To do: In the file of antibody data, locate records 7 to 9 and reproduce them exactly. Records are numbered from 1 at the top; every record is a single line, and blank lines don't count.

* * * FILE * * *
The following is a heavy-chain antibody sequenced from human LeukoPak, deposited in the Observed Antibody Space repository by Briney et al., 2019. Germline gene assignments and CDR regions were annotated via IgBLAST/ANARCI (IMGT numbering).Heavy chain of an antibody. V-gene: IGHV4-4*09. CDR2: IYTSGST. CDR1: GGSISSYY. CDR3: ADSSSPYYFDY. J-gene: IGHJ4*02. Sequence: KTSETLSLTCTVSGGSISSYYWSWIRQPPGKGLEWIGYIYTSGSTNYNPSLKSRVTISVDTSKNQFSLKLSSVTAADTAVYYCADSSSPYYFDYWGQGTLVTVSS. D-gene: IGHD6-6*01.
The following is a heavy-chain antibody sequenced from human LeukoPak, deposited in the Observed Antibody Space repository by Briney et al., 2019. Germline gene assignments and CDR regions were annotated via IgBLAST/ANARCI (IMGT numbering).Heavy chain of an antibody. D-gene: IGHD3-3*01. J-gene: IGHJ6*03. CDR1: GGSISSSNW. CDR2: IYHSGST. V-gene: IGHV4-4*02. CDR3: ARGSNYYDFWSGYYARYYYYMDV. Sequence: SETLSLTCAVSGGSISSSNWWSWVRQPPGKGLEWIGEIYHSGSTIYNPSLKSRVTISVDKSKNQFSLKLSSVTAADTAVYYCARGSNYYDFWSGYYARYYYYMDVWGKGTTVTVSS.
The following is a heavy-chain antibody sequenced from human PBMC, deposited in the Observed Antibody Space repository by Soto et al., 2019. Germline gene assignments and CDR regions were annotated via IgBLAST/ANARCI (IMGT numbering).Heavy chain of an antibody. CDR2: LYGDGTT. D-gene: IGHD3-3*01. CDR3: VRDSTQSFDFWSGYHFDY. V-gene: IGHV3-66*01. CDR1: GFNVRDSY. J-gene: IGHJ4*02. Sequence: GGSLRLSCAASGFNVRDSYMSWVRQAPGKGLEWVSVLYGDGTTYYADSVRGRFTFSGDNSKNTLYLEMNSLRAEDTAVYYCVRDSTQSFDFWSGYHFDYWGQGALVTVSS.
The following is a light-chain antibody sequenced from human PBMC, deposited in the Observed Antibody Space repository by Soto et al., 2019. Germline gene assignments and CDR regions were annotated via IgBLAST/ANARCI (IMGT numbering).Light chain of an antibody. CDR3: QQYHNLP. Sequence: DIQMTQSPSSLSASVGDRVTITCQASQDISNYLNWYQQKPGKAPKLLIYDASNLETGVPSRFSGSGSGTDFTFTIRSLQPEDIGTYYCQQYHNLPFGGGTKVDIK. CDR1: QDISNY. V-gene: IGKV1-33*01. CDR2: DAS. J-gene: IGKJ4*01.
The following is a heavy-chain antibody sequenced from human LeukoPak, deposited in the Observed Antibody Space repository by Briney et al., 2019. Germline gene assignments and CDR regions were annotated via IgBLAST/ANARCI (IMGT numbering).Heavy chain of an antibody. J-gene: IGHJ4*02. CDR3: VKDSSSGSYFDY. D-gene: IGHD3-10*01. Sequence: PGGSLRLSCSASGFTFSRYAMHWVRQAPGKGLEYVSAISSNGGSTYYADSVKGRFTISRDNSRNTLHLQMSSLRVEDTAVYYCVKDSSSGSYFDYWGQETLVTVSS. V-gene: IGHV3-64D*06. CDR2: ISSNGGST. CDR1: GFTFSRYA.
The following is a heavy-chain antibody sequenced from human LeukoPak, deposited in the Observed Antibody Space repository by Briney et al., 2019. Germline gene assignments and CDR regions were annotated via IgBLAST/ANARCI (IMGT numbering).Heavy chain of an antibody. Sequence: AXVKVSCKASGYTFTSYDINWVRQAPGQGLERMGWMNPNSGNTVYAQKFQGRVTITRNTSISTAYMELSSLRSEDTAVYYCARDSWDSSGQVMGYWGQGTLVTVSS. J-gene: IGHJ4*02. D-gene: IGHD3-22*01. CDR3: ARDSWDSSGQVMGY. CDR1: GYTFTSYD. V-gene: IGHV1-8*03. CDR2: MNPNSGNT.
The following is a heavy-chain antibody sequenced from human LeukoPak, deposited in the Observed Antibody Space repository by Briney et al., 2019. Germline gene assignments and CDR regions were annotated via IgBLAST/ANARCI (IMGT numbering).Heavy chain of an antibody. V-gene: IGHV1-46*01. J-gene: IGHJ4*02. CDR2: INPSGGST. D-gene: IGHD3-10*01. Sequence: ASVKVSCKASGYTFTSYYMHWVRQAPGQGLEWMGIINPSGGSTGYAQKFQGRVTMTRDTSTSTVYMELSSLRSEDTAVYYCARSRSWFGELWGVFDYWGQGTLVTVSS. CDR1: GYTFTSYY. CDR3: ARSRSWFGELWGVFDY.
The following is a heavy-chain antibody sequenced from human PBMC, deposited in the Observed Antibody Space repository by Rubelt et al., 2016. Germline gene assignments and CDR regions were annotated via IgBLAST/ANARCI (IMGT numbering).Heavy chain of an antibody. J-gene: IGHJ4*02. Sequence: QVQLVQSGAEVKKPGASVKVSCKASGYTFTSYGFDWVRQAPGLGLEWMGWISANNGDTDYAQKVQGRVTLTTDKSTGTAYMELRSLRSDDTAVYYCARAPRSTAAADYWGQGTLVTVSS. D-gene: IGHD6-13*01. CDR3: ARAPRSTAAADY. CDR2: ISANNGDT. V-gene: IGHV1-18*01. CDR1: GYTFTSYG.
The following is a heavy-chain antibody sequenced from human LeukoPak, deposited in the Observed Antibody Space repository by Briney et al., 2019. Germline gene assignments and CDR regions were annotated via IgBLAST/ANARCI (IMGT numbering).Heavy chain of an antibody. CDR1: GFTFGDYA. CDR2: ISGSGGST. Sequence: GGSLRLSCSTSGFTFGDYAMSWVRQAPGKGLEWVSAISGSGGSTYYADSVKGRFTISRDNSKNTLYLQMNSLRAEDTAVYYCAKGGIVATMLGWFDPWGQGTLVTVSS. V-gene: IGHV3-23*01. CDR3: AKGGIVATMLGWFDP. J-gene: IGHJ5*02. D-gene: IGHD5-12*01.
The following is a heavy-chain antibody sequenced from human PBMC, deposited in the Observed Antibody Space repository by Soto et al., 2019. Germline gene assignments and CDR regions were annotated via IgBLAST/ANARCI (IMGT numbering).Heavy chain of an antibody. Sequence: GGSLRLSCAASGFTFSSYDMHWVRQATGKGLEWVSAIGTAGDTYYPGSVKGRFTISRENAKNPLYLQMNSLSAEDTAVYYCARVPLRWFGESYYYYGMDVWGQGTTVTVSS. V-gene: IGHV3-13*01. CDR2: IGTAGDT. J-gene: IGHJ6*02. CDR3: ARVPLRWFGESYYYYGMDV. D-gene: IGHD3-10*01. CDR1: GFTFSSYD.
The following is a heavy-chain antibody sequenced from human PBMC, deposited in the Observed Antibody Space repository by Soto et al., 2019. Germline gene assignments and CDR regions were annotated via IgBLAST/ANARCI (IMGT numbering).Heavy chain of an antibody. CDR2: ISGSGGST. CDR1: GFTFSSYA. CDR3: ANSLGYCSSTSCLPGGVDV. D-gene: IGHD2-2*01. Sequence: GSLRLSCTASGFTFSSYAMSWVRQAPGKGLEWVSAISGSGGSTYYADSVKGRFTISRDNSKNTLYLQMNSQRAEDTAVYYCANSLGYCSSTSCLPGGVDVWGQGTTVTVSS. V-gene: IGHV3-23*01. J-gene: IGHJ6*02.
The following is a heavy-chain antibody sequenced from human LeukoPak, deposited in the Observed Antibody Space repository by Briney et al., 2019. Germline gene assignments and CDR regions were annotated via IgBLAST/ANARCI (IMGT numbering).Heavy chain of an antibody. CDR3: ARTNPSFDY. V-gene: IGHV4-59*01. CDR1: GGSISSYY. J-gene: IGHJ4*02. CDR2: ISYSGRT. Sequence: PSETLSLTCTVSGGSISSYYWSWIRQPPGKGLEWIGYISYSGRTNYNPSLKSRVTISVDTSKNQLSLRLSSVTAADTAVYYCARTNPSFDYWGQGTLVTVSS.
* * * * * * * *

The following is a heavy-chain antibody sequenced from human LeukoPak, deposited in the Observed Antibody Space repository by Briney et al., 2019. Germline gene assignments and CDR regions were annotated via IgBLAST/ANARCI (IMGT numbering).Heavy chain of an antibody. V-gene: IGHV1-46*01. J-gene: IGHJ4*02. CDR2: INPSGGST. D-gene: IGHD3-10*01. Sequence: ASVKVSCKASGYTFTSYYMHWVRQAPGQGLEWMGIINPSGGSTGYAQKFQGRVTMTRDTSTSTVYMELSSLRSEDTAVYYCARSRSWFGELWGVFDYWGQGTLVTVSS. CDR1: GYTFTSYY. CDR3: ARSRSWFGELWGVFDY.
The following is a heavy-chain antibody sequenced from human PBMC, deposited in the Observed Antibody Space repository by Rubelt et al., 2016. Germline gene assignments and CDR regions were annotated via IgBLAST/ANARCI (IMGT numbering).Heavy chain of an antibody. J-gene: IGHJ4*02. Sequence: QVQLVQSGAEVKKPGASVKVSCKASGYTFTSYGFDWVRQAPGLGLEWMGWISANNGDTDYAQKVQGRVTLTTDKSTGTAYMELRSLRSDDTAVYYCARAPRSTAAADYWGQGTLVTVSS. D-gene: IGHD6-13*01. CDR3: ARAPRSTAAADY. CDR2: ISANNGDT. V-gene: IGHV1-18*01. CDR1: GYTFTSYG.
The following is a heavy-chain antibody sequenced from human LeukoPak, deposited in the Observed Antibody Space repository by Briney et al., 2019. Germline gene assignments and CDR regions were annotated via IgBLAST/ANARCI (IMGT numbering).Heavy chain of an antibody. CDR1: GFTFGDYA. CDR2: ISGSGGST. Sequence: GGSLRLSCSTSGFTFGDYAMSWVRQAPGKGLEWVSAISGSGGSTYYADSVKGRFTISRDNSKNTLYLQMNSLRAEDTAVYYCAKGGIVATMLGWFDPWGQGTLVTVSS. V-gene: IGHV3-23*01. CDR3: AKGGIVATMLGWFDP. J-gene: IGHJ5*02. D-gene: IGHD5-12*01.